And sugar. My wife and I watched a movie last weekend called Fed Up. It's basically about how sugar can be 15 times more addictive than cocaine. And how the food industry gets away with what it's doing.
Insulin is a very addictive drug that makes us fell peaceful and content. Eating more than 250 calories at a time spikes our insulin. Fast food addiction is often insulin addiction.
Gettin off fast food is only part of it. Getting the body to accept lower insulin levels will reduce weight gain, but not provide the feel-good part of eating.
If the impulse to eat is tied to the need to feel cozy and well, then recognizing that impulse to eat can serve as a reminder to seek a better way to feel emotionally safe. In other words, decoupling the emotional need from the hunger and repurposing the urge to eat into a reminder to check in with one's emotional state and use that as an exit sign to get off the insulin highway. Do 250 or fewer calories and check in with your stress instead of packing away 2K calories and getting a food buzz.
By treating hunger as a need for food only, and not a way to avoid stress, the diet becomes about adding good fuel to the machine, and not opening the medicine cabinet for a drug.
There is a popular train of thought that "if I eat my usual, I can just run a few extra miles to burn it off". We are quickly getting to a point with simple carbohydrate loaded processed foods with high fat and salts that you can no longer run far enough to burn off what you are taking in. Hence, "you cannot out-run the standard American diet".
The worst thing you can do is mix high carb - especially simple carbs - with high fat. High fat by itself with little to no carbs is actually ideal, as long as you stick to good fats and mix in protein. The "40% grains" that we have been told since the 60's was not based on science, but on contributions to the group that was defining the guidelines. AKA, the food pyramid was based on which industry donated how much. That scale was supposed to be a "starting point" to establish a baseline - but once the info got out there, it became "law" and it was re-taught, and it stuck.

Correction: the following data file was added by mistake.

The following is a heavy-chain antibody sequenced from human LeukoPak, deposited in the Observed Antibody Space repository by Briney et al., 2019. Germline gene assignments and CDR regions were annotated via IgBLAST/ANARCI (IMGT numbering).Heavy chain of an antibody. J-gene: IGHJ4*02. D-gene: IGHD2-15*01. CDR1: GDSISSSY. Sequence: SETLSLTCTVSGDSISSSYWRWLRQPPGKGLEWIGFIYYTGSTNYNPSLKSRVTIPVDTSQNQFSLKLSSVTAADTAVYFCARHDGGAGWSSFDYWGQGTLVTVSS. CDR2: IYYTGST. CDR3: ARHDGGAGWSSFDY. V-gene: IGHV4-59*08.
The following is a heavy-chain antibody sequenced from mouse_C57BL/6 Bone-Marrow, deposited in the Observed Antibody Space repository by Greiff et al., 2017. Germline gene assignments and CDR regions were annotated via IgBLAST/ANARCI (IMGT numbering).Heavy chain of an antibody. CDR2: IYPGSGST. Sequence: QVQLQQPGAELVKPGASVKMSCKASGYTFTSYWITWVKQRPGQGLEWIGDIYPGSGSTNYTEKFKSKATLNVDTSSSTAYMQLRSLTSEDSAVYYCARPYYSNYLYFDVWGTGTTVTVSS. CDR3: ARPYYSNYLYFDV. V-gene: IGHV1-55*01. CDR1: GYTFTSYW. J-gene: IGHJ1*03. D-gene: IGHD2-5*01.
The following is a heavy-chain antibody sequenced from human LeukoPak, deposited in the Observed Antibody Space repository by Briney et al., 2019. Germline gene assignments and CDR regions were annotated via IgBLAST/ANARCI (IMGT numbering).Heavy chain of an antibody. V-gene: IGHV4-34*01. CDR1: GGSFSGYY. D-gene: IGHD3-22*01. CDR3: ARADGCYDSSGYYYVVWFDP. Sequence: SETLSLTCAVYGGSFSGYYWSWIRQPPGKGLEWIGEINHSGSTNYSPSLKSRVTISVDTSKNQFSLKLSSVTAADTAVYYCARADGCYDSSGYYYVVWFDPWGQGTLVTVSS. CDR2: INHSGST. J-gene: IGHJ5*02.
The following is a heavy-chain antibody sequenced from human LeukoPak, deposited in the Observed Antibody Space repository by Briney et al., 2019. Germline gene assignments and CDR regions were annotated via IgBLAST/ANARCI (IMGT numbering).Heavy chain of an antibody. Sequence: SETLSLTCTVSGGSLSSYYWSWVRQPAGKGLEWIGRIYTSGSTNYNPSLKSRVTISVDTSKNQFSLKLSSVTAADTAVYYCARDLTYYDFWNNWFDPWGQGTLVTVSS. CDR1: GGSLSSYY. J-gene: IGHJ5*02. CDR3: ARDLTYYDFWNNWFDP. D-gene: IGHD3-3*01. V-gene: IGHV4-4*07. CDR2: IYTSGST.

The AMA (American Medical Association) now will not go back on that, because they are afraid of someone saying "But you have been telling us something else for 50 years - were you wrong? Why should I trust you now?" and losing funding as a result. Big money always wins out over good health.
Big money is dictating the American diet. You cannot out-run big money.
That is a great documentary. It's available on NetFlix if anyone wants to see it.
This was one of my earlier points - "divorce yourself from the romance of food, and only eat as nourishment."
I think @Pisgah said it better - or was a bit more clear on the point!
Sure, if you make a dish you enjoy (and is still good for you), look forward to it. But don't ever get to the point that you want to eat something you really enjoy every meal and look forward to every meal. This just leads to the addition of the feeling you get from eating, and that never gets you anywhere good.
There are just so many "healthy" variants of classic meals people enjoy as well.
Example: Last week, my wife wanted sausage and sauerkraut. Traditionally, you put that over mashed potatoes - but potatoes are a starch and a no-no. So I steamed a head of cauliflower, mashed it, added a bit of butter and cream, and made mashed cauliflower to put sausage and sauerkraut on. It's really good, and very low carb.
When you get rid of carbs, you are also not hungry as much, so you tend to eat less and don't want to snack. It's "funny" how bad foods make you want more, and good foods make you want less.